Chandigarh is a bit different than the other Indian cities we visited. For one thing, it’s a very modern planned city. The whole thing is laid out in a grid, with major streets at regular intervals separating sections of the city they call “sectors”. It sounds kinda sci-fi, but to tell a taxi driver directions to your hotel, you can just say something as simple as, “We need to go to Hotel Emerald in Sector 8-C.” And the driver will know how to find it. The streets are wide and paved, and there are traffic lights that work and that people obey. So traffic flow is faster and more orderly.
There isn’t much touristy to see in Chandigarh, and that’s one of the reasons we wanted to go. We just stayed three nights, and I wanted to see how this modern city was different. The first night we arrived by bus we just had supper at the hotel restaurant and then went to our room. The next day we went exploring in our sector by foot. On the way to an area I found on Google Maps with restaurants, we stumbled into a park with a middle school in it. As we walked by the playground, a bunch of kids gathered on the other side of the chain link fence to try out their English skills on us. Some were too shy and just waved, but others said things like “good evening, sir”. We stopped and chatted with some of them, telling them where we were from, etc. Chandigarh doesn’t get many western tourists, so we were much more of a novelty there than we were in most places we traveled. The next day, when we visited “The Rock Garden” several Indian tourists wanted photos with us, and a group of high school aged kids talked to us quite a bit.
But on that first day, our only priorities were to do some basic shopping and then go see a Bollywood film. It would be a pity to spend a month in India and not see a Bollywood film!
Remember my previous blog post about the bus ride from Amritsar to Chandigarh? Well let’s roll back time to that previous day, to when the bus company put a movie on the TV screen at the front of the bus for everyone to watch…
The movie was all in Hindi, of course, without English subtitles. There were some graphics early on that said DILWALE. I knew from the massive ad campaign that “Dilwale” was a brand new film that had just been released in cinemas the day before. So I assumed what I saw was a trailer for the film before whatever other Bollywood film played.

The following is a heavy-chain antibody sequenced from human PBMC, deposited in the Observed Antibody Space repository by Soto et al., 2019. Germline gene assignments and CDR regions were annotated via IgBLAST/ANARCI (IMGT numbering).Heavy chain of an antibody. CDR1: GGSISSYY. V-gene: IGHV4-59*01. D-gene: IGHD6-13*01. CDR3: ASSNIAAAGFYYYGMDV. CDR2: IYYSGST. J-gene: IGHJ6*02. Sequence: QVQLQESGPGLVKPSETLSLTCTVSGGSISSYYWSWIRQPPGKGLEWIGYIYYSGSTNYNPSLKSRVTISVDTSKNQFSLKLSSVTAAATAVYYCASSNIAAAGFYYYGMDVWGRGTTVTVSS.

But the more I watched out of the corner of my eye, the more I suspected that somehow this was the actual real “Dilwale” film. It didn’t seem possible that they would release the film on DVD the same time as in the theater, given what a huge blockbuster it was. Maybe the bus company got a pirated version? I don’t know. That seemed unlikely, so I convinced myself I must be wrong. This must just be a movie that looked a lot like the ads I’d seen for “Dilwale”.
After the first film was over, there was still time in the journey for them to play a second film. The first had been set in the modern day, with lots of car chases and gunfights and stuff. The second film was a period piece with sword fighting and dancing. I was more interested in listening to my audiobook of “The Martian”.
Fast forward 24 hours. Now we’ve checked into our hotel in Chandigarh, and got a full night’s rest. We took a walk, talked to the middle school kids, and gotten some lunch. Then we went back to the hotel. We both wanted to go see a Bollywood film in the theater, like I was saying, so I did some research.
The first thing I learned is that no cinema shows Bollywood films with English subtitles. There is just no reason to. If you’re going to a Bollywood film, you gotta understand Hindi. The second thing I learned is that out of the 16 cinemas in the Chandigarh area, they are playing a total of only four films. Two of those are American films. And every single cinema in the city is playing one or both of two different Bollywood films.
The first film, of course, was “Dilwale”. The second film was one called “Bajirao Mastani.” So I decided to research them both, to decide which we should attend. The first one had the bigger name stars, but got worse reviews. The second one had some relative newcomers with better reviews.
But I realized something very strange. These two films were the exact same films that had played on the bus the previous day! The period piece that I didn’t pay much attention to? That was “Bajirao Mastani”! In the end, that was the one we chose to see on the big screen. So it was sort of the second time we’d seen the film, but the bus ride ended before the film did, and neither of us really paid attention to it anyhow.
I was blown away by the strange coincidence. There were only two Bollywood films playing in any of the 16 Chandigarh area cinemas, and our bus company played both those same films on the intercity bus for free. You’d never see that in America.
I’d really like to know the story behind how Libra bus company was able to play these two films on its bus. Does film distribution work very different in India? Is piracy that easy and unprosecuted that a for-profit company will show pirated films?
By the way, I’m really glad we chose “Bajirao Mastani” over “Dilwale”. It sparked in me an interest in the history of the transition of power in India from the Muslims (the Mughals) to the Hindus (the Marathas) in the 1700s and early 1800s. Plus, the song and dance numbers in the film were awesome. I want to see it again when I can get a version with English subtitles, so as to actually understand the plot better.